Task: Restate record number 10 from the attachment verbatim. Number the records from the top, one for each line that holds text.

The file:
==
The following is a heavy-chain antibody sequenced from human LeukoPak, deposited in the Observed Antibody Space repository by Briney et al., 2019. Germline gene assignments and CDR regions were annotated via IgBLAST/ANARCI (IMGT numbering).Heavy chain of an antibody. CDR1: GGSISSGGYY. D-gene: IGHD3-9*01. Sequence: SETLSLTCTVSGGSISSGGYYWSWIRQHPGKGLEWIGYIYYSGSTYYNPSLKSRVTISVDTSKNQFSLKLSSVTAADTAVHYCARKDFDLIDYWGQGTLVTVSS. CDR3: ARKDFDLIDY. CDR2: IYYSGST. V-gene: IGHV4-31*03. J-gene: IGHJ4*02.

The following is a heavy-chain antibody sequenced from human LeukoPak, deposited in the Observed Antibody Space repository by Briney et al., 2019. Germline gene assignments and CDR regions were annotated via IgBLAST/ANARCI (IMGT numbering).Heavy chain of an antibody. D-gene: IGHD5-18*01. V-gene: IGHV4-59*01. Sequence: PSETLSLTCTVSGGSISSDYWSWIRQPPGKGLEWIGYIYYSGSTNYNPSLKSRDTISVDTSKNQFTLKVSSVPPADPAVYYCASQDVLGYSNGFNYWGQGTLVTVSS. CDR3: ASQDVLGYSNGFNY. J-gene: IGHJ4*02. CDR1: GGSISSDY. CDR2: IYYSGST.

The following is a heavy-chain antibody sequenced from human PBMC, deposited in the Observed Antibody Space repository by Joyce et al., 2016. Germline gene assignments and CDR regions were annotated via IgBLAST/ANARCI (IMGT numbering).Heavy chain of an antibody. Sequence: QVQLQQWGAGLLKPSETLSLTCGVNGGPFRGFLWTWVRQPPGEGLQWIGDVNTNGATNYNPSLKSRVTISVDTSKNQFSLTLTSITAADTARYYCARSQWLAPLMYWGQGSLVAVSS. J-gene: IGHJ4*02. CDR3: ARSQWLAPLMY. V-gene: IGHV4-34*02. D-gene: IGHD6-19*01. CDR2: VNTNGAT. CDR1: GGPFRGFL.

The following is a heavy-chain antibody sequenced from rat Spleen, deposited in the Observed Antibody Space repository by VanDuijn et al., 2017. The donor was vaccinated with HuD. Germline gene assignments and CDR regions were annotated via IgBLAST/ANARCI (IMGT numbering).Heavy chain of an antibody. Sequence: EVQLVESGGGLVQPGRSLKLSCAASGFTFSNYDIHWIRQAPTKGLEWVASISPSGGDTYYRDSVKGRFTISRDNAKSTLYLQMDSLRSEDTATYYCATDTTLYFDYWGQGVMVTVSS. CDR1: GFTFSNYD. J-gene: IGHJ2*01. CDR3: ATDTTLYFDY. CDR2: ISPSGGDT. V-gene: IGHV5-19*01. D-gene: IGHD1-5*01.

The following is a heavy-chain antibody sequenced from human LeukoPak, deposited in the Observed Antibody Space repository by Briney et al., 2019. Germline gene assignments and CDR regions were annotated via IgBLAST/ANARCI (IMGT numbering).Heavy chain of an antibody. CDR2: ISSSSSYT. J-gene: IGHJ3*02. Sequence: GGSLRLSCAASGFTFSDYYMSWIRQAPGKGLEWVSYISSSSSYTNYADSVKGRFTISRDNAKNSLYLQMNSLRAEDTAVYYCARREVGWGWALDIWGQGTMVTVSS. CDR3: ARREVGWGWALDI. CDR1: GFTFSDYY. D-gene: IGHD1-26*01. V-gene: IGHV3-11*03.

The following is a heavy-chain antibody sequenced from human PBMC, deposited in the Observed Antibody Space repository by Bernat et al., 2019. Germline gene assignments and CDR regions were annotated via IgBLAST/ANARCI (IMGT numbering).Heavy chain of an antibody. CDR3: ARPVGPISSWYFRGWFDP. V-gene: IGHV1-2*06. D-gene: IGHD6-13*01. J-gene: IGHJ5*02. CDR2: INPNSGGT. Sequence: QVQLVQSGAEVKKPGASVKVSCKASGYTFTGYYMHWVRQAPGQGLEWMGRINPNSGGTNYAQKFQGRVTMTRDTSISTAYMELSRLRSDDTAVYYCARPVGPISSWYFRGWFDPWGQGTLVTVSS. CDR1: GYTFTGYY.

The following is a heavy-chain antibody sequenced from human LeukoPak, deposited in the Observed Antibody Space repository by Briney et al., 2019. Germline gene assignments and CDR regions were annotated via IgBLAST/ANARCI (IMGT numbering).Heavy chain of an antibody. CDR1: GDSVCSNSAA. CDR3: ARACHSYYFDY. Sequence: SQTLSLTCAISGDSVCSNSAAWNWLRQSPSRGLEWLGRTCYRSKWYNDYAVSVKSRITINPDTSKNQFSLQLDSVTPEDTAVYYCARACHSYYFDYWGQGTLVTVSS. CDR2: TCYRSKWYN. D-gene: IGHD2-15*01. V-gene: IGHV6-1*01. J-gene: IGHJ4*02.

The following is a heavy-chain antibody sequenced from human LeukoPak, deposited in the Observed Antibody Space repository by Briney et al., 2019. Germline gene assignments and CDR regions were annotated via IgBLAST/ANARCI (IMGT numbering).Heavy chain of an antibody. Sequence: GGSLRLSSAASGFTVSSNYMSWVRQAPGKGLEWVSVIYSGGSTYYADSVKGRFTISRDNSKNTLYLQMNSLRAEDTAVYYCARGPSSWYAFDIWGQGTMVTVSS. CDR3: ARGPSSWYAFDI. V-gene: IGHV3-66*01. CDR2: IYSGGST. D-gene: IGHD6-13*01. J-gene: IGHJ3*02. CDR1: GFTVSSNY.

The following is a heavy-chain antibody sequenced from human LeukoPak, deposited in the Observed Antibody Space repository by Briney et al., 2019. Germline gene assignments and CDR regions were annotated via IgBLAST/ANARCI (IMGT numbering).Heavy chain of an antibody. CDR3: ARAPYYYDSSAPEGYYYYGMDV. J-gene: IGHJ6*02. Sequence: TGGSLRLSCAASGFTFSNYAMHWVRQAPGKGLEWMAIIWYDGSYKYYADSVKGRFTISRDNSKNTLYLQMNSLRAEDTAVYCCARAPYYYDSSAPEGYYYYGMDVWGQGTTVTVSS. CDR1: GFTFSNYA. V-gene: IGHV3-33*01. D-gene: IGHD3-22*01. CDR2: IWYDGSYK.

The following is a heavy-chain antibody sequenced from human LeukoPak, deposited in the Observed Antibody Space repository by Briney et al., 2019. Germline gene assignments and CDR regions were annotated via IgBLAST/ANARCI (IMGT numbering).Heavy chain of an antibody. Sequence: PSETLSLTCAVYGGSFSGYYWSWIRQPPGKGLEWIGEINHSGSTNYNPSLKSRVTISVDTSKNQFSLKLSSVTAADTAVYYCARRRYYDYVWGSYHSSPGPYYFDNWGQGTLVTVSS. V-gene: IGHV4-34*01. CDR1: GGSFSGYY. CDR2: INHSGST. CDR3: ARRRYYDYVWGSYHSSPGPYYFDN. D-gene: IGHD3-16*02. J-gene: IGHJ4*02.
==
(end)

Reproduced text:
The following is a heavy-chain antibody sequenced from human LeukoPak, deposited in the Observed Antibody Space repository by Briney et al., 2019. Germline gene assignments and CDR regions were annotated via IgBLAST/ANARCI (IMGT numbering).Heavy chain of an antibody. Sequence: PSETLSLTCAVYGGSFSGYYWSWIRQPPGKGLEWIGEINHSGSTNYNPSLKSRVTISVDTSKNQFSLKLSSVTAADTAVYYCARRRYYDYVWGSYHSSPGPYYFDNWGQGTLVTVSS. V-gene: IGHV4-34*01. CDR1: GGSFSGYY. CDR2: INHSGST. CDR3: ARRRYYDYVWGSYHSSPGPYYFDN. D-gene: IGHD3-16*02. J-gene: IGHJ4*02.